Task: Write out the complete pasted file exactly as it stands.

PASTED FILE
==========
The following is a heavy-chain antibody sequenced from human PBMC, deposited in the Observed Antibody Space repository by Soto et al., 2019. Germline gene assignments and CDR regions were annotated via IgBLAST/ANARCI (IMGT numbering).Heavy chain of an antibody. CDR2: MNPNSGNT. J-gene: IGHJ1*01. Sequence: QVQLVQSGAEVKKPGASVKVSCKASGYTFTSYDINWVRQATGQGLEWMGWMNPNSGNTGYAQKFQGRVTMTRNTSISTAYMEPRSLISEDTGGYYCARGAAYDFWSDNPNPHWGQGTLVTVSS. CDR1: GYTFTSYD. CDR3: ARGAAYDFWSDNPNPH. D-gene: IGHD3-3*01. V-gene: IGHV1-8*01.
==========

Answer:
The following is a heavy-chain antibody sequenced from human PBMC, deposited in the Observed Antibody Space repository by Soto et al., 2019. Germline gene assignments and CDR regions were annotated via IgBLAST/ANARCI (IMGT numbering).Heavy chain of an antibody. CDR2: MNPNSGNT. J-gene: IGHJ1*01. Sequence: QVQLVQSGAEVKKPGASVKVSCKASGYTFTSYDINWVRQATGQGLEWMGWMNPNSGNTGYAQKFQGRVTMTRNTSISTAYMEPRSLISEDTGGYYCARGAAYDFWSDNPNPHWGQGTLVTVSS. CDR1: GYTFTSYD. CDR3: ARGAAYDFWSDNPNPH. D-gene: IGHD3-3*01. V-gene: IGHV1-8*01.